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Transitioning from Animal Deities to Goddesses

The transition from animal deity to goddess is an interesting process. It was especially well documented by archeologist Mariya Gimbutas, Ph.D., author of such classics as Goddesses and Gods of Old Europe, Civilization of the Goddess, and others.

Dr. Gimbutas specialized in Neolithic cultures of what is now Eastern Europe. There were horticultural societies, early farming communities, who worshipped deities who were usually part animal, part woman.

One thing you notice in studying cultures of the New Stone Age Europe is that they transition first to goddesses, who later are depicted with male children, then with male consorts.

Eventually, as in ancient Greek culture, the consorts are promoted, and the goddesses are often demoted to daughters or wives of gods. But in the beginning, there are only goddesses.

Gimbutas‘s books are profusely illustrated with photos and drawings of statues and paintings of these transitional, part-animal, part-human goddesses. The variety and beauty are stunning and overwhelmingly convincing.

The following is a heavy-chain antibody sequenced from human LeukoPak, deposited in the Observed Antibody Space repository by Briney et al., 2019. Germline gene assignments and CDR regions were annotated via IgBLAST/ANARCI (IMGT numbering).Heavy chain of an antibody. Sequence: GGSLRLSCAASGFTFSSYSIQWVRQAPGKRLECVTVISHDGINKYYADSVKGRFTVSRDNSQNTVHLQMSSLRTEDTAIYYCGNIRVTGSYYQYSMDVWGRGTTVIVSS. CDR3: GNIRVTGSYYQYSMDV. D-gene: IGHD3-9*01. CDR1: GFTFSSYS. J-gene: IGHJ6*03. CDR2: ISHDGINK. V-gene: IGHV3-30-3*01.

The books are beautifully designed, well written and fascinating to read. The photos and sketches of sacred and mundane objects tell the story.

A generation or so ago, most of the items depicted in the books were newly discovered, and there was tremendous resistance among the archeological diehards and patriarchalists to the obvious  conclusions Gimbutas draws from the archeological evidence.

The books are now considered classics. You can always find them for sale on line if not in your local bookstore.


Posted in Animal Deities, Europe, Goddesses, Modern Musings, Sphinx & Chimeras.

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